What is the legal entitlement to breaks relating to hours worked?
The Working Time Regulations 1998 states that: “Where an adult worker’s daily working time is more than six hours, he is entitled to a rest break of no less than 20 uninterrupted minutes.
“Where a young worker’s daily working time is more than four and a half hours he is entitled to a rest break of at least 30 minutes, which shall be consecutive if possible.”
A young worker is a worker who is at least 15 but not yet 18 years old and adult workers are 18 or over. There are other rules relating to the interrupting of breaks; it is to be spent away from the workstation; compensatory rest if a rest break is interrupted or disallowed; if the health and safety of a worker is put at risk, particularly for monotonous or pre-determined work, then the employer should ensure that the worker is given adequate rest breaks. For most workers the first two rules will apply.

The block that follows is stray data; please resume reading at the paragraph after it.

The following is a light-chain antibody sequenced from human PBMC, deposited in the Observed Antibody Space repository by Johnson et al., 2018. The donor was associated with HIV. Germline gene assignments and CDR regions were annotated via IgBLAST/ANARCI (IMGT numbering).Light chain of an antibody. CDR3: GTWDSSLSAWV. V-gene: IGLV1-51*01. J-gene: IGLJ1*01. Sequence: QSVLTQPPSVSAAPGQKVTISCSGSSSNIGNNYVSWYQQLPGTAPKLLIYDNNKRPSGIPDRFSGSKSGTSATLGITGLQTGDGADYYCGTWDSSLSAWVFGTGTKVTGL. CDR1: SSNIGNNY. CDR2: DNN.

Nothing in the regulations states that the breaks should be paid if monotonous or predetermined work rates apply, although they can be paid if the employer wishes. Risk assessments should also be carried out, and if you are still unsure professional advice taken.
See also: Non-smokers fume over extra breaks